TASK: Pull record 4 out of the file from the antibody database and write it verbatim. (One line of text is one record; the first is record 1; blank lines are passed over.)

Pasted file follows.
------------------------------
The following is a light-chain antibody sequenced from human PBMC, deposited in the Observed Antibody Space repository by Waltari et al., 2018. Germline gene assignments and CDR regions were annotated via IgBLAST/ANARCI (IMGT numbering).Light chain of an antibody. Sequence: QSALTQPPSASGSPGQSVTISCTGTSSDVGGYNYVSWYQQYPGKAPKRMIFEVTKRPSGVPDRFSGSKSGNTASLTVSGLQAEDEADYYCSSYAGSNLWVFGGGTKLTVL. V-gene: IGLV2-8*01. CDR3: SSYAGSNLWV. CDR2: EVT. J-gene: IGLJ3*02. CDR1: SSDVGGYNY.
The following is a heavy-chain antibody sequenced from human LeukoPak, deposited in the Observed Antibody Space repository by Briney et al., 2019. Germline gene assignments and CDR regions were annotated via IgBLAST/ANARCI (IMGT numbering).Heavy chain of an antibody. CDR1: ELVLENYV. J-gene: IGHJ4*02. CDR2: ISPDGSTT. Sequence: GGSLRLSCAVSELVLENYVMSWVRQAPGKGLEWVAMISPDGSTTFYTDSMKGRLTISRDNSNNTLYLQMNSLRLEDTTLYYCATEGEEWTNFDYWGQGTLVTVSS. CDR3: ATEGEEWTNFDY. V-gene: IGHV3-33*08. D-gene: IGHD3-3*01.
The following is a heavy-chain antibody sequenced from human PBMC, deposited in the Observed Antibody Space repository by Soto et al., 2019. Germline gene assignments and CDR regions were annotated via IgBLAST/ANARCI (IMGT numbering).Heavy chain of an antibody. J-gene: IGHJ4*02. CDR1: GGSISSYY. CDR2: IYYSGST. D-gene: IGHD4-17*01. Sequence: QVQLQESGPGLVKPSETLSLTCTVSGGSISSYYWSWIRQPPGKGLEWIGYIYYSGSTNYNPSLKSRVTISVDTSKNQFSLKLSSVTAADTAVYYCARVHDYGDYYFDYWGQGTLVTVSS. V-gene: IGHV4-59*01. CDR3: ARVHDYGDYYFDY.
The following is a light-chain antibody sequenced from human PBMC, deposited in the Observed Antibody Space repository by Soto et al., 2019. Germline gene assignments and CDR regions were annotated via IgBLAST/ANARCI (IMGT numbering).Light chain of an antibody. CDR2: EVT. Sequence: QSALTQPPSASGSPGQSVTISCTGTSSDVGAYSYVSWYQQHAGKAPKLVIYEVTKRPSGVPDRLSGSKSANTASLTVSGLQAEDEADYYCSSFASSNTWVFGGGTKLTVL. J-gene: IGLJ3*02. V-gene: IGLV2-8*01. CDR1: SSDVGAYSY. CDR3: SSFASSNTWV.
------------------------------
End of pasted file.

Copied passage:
The following is a light-chain antibody sequenced from human PBMC, deposited in the Observed Antibody Space repository by Soto et al., 2019. Germline gene assignments and CDR regions were annotated via IgBLAST/ANARCI (IMGT numbering).Light chain of an antibody. CDR2: EVT. Sequence: QSALTQPPSASGSPGQSVTISCTGTSSDVGAYSYVSWYQQHAGKAPKLVIYEVTKRPSGVPDRLSGSKSANTASLTVSGLQAEDEADYYCSSFASSNTWVFGGGTKLTVL. J-gene: IGLJ3*02. V-gene: IGLV2-8*01. CDR1: SSDVGAYSY. CDR3: SSFASSNTWV.